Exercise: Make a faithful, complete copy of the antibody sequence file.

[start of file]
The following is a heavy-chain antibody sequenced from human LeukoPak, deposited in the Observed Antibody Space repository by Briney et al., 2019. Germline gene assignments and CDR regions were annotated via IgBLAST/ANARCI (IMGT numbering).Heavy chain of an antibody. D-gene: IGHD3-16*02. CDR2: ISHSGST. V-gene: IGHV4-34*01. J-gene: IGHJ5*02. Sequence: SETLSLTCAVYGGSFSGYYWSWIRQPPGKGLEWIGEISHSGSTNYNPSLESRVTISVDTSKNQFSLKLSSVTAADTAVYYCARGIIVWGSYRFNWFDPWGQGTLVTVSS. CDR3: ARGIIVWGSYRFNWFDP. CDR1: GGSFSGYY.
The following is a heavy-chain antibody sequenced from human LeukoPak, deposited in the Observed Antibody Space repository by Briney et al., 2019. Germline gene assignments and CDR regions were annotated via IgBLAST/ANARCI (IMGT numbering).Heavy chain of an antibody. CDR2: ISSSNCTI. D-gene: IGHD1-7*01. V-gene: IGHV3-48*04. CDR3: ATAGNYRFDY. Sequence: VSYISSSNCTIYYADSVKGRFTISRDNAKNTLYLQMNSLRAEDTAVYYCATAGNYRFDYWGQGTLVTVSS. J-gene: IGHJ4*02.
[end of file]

The following is a heavy-chain antibody sequenced from human LeukoPak, deposited in the Observed Antibody Space repository by Briney et al., 2019. Germline gene assignments and CDR regions were annotated via IgBLAST/ANARCI (IMGT numbering).Heavy chain of an antibody. D-gene: IGHD3-16*02. CDR2: ISHSGST. V-gene: IGHV4-34*01. J-gene: IGHJ5*02. Sequence: SETLSLTCAVYGGSFSGYYWSWIRQPPGKGLEWIGEISHSGSTNYNPSLESRVTISVDTSKNQFSLKLSSVTAADTAVYYCARGIIVWGSYRFNWFDPWGQGTLVTVSS. CDR3: ARGIIVWGSYRFNWFDP. CDR1: GGSFSGYY.
The following is a heavy-chain antibody sequenced from human LeukoPak, deposited in the Observed Antibody Space repository by Briney et al., 2019. Germline gene assignments and CDR regions were annotated via IgBLAST/ANARCI (IMGT numbering).Heavy chain of an antibody. CDR2: ISSSNCTI. D-gene: IGHD1-7*01. V-gene: IGHV3-48*04. CDR3: ATAGNYRFDY. Sequence: VSYISSSNCTIYYADSVKGRFTISRDNAKNTLYLQMNSLRAEDTAVYYCATAGNYRFDYWGQGTLVTVSS. J-gene: IGHJ4*02.